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Greece's 3-day deadline for reassurance
Aggregated Source: Shanghai Daily: Business

GREECE has three days to reassure Europe and the International Monetary Fund it can deliver on conditions attached to its international bailout in order to receive the next tranche of aid, four eurozone officials said yesterday.

The lenders are unhappy with progress Greece has made toward reforming its public sector, a senior eurozone official involved in the negotiations said, while another said they might suspend an inspection visit they resumed on Monday.

Athens, which has about 2.2 billion euros (US$2.9 billion) of bonds to redeem in August, needs the talks to conclude successfully. If they fail, the IMF might have to withdraw from the 240-billion-euro bailout to avoid violating its own rules, which require a borrower to be financed a year ahead.

That would heighten the risk that concerted efforts by policymakers over the past nine months to keep a lid on the eurozone crisis could unravel, at a time when tensions are rising in other countries on the region's periphery.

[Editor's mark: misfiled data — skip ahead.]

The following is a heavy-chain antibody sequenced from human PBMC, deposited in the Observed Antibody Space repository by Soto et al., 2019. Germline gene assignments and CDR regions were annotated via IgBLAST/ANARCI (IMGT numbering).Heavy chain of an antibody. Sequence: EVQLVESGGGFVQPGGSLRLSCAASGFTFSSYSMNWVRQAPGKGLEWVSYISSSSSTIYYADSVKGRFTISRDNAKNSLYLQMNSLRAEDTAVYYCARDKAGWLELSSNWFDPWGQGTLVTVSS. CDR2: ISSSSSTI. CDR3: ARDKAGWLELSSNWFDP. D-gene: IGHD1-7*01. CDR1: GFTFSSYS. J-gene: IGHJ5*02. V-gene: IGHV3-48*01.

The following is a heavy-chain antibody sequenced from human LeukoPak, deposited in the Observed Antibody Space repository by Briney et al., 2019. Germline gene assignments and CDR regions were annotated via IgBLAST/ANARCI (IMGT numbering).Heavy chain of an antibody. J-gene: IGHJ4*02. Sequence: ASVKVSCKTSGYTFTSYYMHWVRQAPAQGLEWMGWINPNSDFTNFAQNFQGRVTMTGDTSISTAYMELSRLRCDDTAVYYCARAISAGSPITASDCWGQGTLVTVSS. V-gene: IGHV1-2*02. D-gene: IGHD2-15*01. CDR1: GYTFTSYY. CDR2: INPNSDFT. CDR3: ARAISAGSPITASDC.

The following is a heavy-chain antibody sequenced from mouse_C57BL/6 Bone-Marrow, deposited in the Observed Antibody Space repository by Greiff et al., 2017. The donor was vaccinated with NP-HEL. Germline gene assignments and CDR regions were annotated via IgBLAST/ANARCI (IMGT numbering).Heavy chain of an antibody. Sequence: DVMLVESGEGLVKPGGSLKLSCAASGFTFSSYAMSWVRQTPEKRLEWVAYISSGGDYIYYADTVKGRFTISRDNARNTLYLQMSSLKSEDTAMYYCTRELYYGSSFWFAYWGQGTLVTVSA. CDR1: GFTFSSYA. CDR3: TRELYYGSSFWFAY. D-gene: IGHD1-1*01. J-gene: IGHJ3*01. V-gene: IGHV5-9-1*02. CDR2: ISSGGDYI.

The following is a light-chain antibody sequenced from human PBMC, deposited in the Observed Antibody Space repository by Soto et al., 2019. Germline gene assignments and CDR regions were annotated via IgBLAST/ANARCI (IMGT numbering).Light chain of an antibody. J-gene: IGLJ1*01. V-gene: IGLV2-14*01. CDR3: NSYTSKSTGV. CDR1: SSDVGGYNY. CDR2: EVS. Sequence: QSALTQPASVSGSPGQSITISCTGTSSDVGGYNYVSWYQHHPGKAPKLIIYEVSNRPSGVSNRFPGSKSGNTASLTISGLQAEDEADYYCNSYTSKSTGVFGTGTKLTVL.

Portugal's Finance Minister Vitor Gaspar, the architect of its austerity drive under an EU-IMF bailout, resigned on Monday in a potential blow to his country's planned exit from an EU-IMF rescue program.

Political tension has also increased in Italy, where Prime Minister Enrico Letta called a government meeting after a coalition partner threatened to withdraw.

Athens and its creditors resumed talks on Monday to unlock 8.1 billion euros of rescue loans, after a two-week break during which the government almost collapsed over redundancies at state broadcaster ERT.

"All agreed that Greece has to deliver (pledges) before the euro group on Monday. That's why they must present again on Friday," a second source disclosed.

Eurozone finance ministers are set to meet on Monday and discuss the situation in Greece, which is in its sixth year of recession and has seen unemployment surge to record highs.

Unemployment has hit a record 27 percent and Greeks have lost about a third of their disposable income at an average as a result of bailout-imposed austerity policies.

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